Written By: Carrie Pinkard, Science Journalism Intern for USFCMS
Carrie Pinkard is a graduate student in the USF journalism department. This semester, she’s working as Science Journalism intern for the College of Marine Science.
ST. PETERSBURG, FL – Dr. Helen Scales’ fascination with the ocean began when she was a child vacationing on the beaches of Cornwall in southwest England. Now, as a scientist and author of four books, she seeks to educate people on why our oceans are important.
On Wednesday, February 6, 2019, students from the College of Marine Science met with Scales in a Q&A session that was followed by a public lecture on the USF St Petersburg campus titled, “Why Oceans Matter.” To illustrate why she believes oceans matter, she told the audience three stories. Each used a different ocean species to stimulate thought-provoking questions, and to teach the audience something about the ocean as a whole.
The first story was about mollusks.
“Mollusks are some of the oldest, most diverse and most successful species on the planet,” Scales said. Mollusks are creatures that live inside calcium carbonate shells. As they grow, the shell expands with them in a spiral pattern.
Scales pointed out that, although it may seem there are an infinite number of differently shaped seashells, they are all derived from just a few mathematical principles. “You can have these complex beautiful shapes emerging from simple ideas. We can enjoy all these extraordinary shells from just a few mathematical rules,” she said.
Next she described the history of the elusive argonaut, an unusual octopus that lives close to the sea surface. In the 19th century, sailors believed argonauts were thieving octopuses that stole shells and used them to float along the surface of the ocean.
It was Jeanne Villepreux- Power, a scientist living in Sicily, who shattered this stereotype. She built a wooden box with slats in it that allowed seawater to flow in and out. Then, she took an argonaut out of its shell and placed in the box to see if it would leave the box to steal a shell from another creature, or if it would grow its own shell. When the argonaut did nothing, she put pieces of its shell on the bottom of the box. That’s when she learned the argonauts could fix their shell with a glue-like substance that they produce with two of their arms.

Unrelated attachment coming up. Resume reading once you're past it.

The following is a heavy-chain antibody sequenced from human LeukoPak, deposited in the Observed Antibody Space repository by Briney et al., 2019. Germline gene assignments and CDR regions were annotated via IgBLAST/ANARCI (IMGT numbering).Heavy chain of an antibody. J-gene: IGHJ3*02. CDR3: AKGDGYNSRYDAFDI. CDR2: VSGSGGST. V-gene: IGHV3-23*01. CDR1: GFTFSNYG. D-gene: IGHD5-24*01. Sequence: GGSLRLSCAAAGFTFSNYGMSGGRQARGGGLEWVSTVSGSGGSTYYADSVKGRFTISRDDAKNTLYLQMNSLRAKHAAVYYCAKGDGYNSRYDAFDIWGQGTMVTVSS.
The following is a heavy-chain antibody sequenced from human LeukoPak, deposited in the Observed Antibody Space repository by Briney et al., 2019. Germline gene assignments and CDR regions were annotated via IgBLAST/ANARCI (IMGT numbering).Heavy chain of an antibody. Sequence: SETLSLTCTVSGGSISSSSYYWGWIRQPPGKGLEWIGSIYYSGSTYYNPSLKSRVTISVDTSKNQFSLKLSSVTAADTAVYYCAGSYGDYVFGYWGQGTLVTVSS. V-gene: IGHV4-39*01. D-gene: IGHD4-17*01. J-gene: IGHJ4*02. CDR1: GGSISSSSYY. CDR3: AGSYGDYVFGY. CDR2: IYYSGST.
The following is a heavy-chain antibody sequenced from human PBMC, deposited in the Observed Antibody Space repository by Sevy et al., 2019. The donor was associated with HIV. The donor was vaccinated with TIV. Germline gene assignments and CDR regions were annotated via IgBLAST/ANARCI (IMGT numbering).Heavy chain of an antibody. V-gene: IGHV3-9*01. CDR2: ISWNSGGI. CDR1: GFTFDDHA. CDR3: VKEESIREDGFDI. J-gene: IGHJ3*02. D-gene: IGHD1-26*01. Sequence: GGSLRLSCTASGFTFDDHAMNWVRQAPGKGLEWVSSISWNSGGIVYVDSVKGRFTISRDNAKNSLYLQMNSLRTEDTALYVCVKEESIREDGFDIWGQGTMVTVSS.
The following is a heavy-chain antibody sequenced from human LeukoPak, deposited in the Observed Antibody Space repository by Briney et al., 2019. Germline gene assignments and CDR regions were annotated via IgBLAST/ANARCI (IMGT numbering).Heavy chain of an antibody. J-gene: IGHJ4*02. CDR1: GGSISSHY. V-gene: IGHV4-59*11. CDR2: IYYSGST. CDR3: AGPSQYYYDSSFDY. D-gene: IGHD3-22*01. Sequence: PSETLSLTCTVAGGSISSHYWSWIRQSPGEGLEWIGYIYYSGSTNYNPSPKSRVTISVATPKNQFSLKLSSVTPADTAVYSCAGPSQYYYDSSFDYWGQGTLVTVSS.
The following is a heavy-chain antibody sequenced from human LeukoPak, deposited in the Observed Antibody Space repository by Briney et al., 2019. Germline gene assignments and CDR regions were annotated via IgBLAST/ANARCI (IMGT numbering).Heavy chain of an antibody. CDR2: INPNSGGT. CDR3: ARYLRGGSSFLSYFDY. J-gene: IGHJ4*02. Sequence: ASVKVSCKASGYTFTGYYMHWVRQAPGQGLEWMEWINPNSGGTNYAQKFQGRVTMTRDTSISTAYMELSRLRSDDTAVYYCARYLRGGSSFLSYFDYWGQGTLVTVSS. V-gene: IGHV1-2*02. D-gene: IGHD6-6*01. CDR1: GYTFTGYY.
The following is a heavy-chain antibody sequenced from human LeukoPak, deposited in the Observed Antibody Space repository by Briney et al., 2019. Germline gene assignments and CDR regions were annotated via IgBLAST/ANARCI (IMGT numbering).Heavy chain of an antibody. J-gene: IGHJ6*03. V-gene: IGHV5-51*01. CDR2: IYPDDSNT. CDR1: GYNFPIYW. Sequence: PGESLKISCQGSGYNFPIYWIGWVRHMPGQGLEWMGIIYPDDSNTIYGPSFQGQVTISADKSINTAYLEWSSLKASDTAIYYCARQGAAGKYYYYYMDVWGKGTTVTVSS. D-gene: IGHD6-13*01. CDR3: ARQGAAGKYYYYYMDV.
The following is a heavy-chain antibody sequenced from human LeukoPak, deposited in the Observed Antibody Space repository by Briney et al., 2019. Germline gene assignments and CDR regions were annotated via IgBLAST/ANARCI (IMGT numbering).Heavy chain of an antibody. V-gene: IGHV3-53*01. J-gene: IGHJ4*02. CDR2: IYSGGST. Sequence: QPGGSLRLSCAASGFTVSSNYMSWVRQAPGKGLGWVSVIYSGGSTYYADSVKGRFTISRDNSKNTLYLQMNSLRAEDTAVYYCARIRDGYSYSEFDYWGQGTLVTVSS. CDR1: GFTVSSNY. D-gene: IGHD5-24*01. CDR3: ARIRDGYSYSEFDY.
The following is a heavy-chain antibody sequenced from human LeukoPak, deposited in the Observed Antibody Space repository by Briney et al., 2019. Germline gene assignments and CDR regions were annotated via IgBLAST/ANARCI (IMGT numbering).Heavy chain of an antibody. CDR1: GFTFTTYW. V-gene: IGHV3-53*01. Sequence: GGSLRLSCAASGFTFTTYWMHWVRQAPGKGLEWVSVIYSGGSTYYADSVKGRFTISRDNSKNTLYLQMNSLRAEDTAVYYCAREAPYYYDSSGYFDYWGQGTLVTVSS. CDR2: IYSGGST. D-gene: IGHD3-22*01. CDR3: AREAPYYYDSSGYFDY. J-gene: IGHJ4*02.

Their craftsmanship isn’t the only unusual thing about argonauts. They also have an interesting mating system. Male argonauts are 1/12th the size of females and they carry a pack of sperm around in one of their arms, which they insert in the female when ready. After that the arm detaches and the male retreats to die. The female then carries the sperm around with her inside her shell until she’s ready to use it.
“I just think the world is a better place knowing there are creatures like argonauts swimming in the ocean,” Scales said.
Her third story was about a fish called a wrasse whose main profession is to clean parasites off of other fish. This vignette highlighted how one fish serves a distinct purpose in the ocean. Like humans, Scales said, the wrasse fish has a profession. It is a designated “cleaner.” Fish of all types come to the wrasse to rid themselves of parasites.
The wrasse “knows” and remembers them all, said Scales, who took it even further, saying scientists also believe that the wrasse might even know itself. After showing the wrasse its own reflection in a mirror, it showed signs of self-awareness.
Scales used this discovery to point out that the public perception of fish needs to change. If fish have self-awareness, what makes them so different from people?
“Fish have been suffering for a long time under the false reputation that they have simple automated lives,” Scales said. “People think they don’t have much going on between their ears. This keeps us from empathizing with them. I think now the science is chipping away with this assumption that we can get away with treating fish like they’re lesser beings.”
Scales concluded her speech with an appeal to the audience to do their part to preserve the world’s oceans. “There are lots of things we can do in our daily lives,” Dr. Scales said. “We can try to cut out pointless plastics. We can recycle more. We can cycle and walk more. Most importantly, use your votes to support the people who believe we need radical change to protect our ocean and protect our planet.”